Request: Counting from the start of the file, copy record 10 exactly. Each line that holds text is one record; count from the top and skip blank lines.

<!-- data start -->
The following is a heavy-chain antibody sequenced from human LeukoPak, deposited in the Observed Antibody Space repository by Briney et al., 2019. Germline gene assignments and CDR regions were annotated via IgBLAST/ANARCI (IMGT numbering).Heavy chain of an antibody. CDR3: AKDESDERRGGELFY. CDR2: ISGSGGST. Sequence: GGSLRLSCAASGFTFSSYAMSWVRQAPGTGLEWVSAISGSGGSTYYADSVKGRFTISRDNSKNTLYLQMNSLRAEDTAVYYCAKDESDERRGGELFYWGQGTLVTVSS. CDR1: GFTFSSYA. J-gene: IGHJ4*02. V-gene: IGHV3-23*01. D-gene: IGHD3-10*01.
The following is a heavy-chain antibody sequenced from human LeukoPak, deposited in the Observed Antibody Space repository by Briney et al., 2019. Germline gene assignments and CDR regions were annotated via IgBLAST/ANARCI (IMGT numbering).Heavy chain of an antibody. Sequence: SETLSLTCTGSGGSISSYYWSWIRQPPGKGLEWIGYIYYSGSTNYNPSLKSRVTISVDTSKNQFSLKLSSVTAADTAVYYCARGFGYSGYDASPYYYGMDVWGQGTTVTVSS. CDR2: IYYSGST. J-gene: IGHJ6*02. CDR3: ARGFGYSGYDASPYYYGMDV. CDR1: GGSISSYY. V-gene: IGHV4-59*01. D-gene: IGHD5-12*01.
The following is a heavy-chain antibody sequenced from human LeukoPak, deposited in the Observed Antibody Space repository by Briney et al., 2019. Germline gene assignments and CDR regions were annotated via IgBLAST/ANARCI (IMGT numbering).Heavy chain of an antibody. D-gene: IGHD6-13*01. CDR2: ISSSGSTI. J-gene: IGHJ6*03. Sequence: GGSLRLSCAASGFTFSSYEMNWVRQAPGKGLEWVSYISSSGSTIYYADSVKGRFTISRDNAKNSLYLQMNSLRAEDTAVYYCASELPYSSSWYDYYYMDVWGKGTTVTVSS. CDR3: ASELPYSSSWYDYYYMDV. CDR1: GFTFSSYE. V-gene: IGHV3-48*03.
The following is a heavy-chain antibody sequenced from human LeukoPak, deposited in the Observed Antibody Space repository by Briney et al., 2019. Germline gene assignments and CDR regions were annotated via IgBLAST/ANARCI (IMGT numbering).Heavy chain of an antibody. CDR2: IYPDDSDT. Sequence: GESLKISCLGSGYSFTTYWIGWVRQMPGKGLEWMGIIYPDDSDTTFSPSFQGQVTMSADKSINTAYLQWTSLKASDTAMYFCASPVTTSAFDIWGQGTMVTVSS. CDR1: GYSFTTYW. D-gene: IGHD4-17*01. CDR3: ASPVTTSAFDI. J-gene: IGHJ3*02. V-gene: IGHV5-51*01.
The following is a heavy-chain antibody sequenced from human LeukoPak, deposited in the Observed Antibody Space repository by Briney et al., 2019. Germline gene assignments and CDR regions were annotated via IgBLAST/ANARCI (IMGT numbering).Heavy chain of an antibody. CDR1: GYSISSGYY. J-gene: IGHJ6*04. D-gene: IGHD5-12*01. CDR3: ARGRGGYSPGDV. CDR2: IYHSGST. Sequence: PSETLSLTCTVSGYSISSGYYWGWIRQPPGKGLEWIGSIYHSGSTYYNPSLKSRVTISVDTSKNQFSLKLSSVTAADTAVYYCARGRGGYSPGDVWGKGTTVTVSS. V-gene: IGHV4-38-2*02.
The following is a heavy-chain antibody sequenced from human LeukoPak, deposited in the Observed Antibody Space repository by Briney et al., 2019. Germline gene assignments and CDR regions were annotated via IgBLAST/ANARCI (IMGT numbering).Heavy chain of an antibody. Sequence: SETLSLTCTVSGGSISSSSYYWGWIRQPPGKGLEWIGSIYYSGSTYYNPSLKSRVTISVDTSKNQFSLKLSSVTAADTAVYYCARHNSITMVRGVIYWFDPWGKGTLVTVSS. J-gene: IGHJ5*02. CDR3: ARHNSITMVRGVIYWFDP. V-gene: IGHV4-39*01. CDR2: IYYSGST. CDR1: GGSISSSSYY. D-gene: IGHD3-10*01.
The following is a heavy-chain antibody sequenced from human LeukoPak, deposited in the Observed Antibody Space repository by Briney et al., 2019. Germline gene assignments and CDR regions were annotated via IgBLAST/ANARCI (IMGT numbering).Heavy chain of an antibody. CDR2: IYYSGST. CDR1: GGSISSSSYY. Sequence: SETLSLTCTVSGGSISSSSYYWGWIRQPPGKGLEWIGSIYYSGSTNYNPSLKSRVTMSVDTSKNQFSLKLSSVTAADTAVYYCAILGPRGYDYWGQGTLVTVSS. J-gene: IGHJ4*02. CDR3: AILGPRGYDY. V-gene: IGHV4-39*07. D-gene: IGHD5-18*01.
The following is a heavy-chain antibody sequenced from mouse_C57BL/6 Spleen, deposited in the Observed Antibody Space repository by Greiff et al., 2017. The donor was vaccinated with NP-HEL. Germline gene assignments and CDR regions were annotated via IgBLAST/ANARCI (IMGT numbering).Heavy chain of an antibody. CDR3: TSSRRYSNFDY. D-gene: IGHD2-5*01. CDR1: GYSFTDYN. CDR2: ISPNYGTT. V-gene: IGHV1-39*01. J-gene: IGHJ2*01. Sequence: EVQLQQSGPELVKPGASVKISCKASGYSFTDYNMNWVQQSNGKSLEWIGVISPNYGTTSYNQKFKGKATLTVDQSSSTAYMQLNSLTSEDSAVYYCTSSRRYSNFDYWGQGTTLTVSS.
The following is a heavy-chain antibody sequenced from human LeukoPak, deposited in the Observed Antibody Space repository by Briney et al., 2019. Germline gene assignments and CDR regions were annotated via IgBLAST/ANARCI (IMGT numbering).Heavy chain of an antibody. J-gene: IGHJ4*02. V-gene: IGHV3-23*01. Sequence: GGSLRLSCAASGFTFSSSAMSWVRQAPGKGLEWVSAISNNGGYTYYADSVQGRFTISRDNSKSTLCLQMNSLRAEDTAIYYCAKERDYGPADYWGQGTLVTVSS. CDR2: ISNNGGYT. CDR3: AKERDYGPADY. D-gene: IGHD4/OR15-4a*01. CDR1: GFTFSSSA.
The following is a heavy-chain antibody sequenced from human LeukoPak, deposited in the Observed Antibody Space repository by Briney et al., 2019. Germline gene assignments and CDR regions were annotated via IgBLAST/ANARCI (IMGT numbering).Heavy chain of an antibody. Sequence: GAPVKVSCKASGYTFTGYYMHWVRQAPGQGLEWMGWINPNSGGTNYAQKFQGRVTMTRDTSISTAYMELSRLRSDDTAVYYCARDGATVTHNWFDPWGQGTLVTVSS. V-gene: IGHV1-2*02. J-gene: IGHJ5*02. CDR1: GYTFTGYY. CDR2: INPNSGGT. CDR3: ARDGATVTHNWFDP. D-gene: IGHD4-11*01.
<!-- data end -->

The following is a heavy-chain antibody sequenced from human LeukoPak, deposited in the Observed Antibody Space repository by Briney et al., 2019. Germline gene assignments and CDR regions were annotated via IgBLAST/ANARCI (IMGT numbering).Heavy chain of an antibody. Sequence: GAPVKVSCKASGYTFTGYYMHWVRQAPGQGLEWMGWINPNSGGTNYAQKFQGRVTMTRDTSISTAYMELSRLRSDDTAVYYCARDGATVTHNWFDPWGQGTLVTVSS. V-gene: IGHV1-2*02. J-gene: IGHJ5*02. CDR1: GYTFTGYY. CDR2: INPNSGGT. CDR3: ARDGATVTHNWFDP. D-gene: IGHD4-11*01.